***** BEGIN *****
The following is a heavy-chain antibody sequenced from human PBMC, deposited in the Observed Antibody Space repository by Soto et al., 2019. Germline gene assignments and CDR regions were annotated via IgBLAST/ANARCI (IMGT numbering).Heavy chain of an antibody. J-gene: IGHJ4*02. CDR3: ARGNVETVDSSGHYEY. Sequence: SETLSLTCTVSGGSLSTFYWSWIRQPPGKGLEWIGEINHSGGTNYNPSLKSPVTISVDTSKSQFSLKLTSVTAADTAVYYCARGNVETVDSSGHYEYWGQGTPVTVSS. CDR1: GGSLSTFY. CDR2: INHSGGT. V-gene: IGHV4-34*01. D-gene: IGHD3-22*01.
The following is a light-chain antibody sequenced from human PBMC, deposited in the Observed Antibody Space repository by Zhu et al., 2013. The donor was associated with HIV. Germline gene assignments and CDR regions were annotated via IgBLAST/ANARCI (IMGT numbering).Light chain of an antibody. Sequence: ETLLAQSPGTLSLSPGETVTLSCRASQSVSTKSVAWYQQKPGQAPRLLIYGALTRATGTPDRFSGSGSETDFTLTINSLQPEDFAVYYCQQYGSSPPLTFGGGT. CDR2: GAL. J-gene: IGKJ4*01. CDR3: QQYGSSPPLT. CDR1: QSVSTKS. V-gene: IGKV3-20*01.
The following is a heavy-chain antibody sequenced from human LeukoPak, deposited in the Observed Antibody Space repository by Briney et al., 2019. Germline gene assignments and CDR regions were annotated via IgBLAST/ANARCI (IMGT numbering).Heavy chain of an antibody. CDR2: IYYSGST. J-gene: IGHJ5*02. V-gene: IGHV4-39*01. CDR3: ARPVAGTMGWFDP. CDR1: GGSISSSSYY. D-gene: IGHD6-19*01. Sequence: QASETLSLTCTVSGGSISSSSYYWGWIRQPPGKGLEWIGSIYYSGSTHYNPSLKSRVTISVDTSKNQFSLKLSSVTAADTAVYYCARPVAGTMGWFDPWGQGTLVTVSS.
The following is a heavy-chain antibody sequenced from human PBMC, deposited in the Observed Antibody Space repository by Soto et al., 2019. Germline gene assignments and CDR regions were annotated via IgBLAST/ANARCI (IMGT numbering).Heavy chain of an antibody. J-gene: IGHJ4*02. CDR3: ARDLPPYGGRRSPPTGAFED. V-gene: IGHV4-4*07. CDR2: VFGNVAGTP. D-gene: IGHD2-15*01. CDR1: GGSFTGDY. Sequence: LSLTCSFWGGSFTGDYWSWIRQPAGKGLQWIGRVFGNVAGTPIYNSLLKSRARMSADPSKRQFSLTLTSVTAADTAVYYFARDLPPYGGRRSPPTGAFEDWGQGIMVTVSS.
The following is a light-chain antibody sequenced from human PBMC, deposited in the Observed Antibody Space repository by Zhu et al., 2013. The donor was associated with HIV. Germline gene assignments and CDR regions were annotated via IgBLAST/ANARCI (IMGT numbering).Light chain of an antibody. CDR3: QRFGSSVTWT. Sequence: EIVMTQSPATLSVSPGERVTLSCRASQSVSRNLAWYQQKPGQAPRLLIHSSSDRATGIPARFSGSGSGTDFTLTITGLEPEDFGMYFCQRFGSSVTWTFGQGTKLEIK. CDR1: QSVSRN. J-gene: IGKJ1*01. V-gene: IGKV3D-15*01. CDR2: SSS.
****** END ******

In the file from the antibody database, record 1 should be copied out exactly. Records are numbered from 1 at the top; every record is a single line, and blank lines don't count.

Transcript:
The following is a heavy-chain antibody sequenced from human PBMC, deposited in the Observed Antibody Space repository by Soto et al., 2019. Germline gene assignments and CDR regions were annotated via IgBLAST/ANARCI (IMGT numbering).Heavy chain of an antibody. J-gene: IGHJ4*02. CDR3: ARGNVETVDSSGHYEY. Sequence: SETLSLTCTVSGGSLSTFYWSWIRQPPGKGLEWIGEINHSGGTNYNPSLKSPVTISVDTSKSQFSLKLTSVTAADTAVYYCARGNVETVDSSGHYEYWGQGTPVTVSS. CDR1: GGSLSTFY. CDR2: INHSGGT. V-gene: IGHV4-34*01. D-gene: IGHD3-22*01.